Walter Reed Overturns PTSD Diagnoses From Madigan Army Medical Center

First we need a little background on the issue. From Uncle Jimbo at Blackfive.

In a lecture to colleagues, a Madigan Army Medical Center psychiatrist said a soldier who retires with a post-traumatic-stress-disorder diagnosis could eventually receive $1.5 million in government payments, according to a memo by a Western Regional Medical Command ombudsman who attended the September presentation

The psychiatrist went on to claim the rate of such diagnoses eventually could cause the Army and Department of Veterans Affairs to go broke (By Hal Bernton, Seattle Times staff reporter).

This psychiatrist went beyond just noting the cost of treating those who were hurt and rightly had a knot jerked in his tail.

A Madigan Army Medical Center psychiatrist who screens soldiers for PTSD has been removed from clinical duties while investigators look into controversial remarks he made about patients and the financial costs of disability benefits, according to U.S. Sen. Patty Murray.

Keppler allegedly made inappropriate comments about the forensic team’s role as financial gatekeeper in the Army retirement process during a September presentation, according to Murray.

In a meeting last fall attended by an Army ombudsman, Keppler and other team members reportedly made disrespectful comments about patients whose files were under review.

More than a dozen soldiers who believed their PTSD diagnoses were wrongly dropped by the Madigan team gained new reviews this year at Walter Reed Army Medical Center in an unusual intervention arranged by Army Surgeon General Lt. Gen. Patricia Horoho.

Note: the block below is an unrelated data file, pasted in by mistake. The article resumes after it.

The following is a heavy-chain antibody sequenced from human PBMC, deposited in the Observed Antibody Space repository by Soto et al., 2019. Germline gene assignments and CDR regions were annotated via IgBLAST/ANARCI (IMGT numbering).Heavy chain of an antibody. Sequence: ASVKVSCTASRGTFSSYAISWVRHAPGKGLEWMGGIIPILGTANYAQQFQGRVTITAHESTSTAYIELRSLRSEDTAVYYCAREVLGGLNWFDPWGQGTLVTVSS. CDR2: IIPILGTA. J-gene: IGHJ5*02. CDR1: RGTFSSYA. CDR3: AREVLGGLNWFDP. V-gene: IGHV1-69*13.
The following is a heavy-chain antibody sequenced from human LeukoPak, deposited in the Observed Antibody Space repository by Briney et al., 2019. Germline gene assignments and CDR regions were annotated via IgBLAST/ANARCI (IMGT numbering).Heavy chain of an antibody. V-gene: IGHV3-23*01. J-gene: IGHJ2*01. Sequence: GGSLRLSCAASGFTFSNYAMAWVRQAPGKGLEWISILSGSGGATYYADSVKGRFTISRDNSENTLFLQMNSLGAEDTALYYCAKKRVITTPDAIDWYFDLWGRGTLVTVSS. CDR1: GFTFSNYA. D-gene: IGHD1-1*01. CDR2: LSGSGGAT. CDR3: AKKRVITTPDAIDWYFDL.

That is a good first step, but does anyone really think this was an isolated incident? I know it wasn’t.  The same problem exists right back here in the Army’s flagship PTSD program at Walter Reed. I know of multiple instances where diagnoses of PTSD have been downgraded or determined to be not “Line of Duty”. One method of limiting the number of diagnoses is to find that the condition “Existed Prior to Service”. For some patients this means taking isolated incidents that occurred long before joining the military and naming them as the proximate cause, even if the service member never had any symptoms or received any treament for them. This is analogous to telling an amputee his injury existed prior to service because the now-missing ankle was sprained on a Boy Scout hike when he was a kid.

So basically, this quack was going to save the government money by downgrading PTSD of returning Soldiers.  Walter Reed has since overturned six of the misdiagnosed cases.  From the Seattle Times.

When an Army forensic psychiatric team at Madigan Army Medical Center examined Sgt. 1st Class Stephen Davis, it concluded the soldier who served in Iraq and Afghanistan had exaggerated his symptoms of post-traumatic stress disorder (PTSD) and had wrongly been diagnosed with the condition.

But a psychiatric team at Walter Reed National Military Medical Center recently reversed the Madigan diagnosis. It concluded the 45-year-old Davis had PTSD, which is expected to make him eligible for a retirement pension and health insurance for his wife and dependents.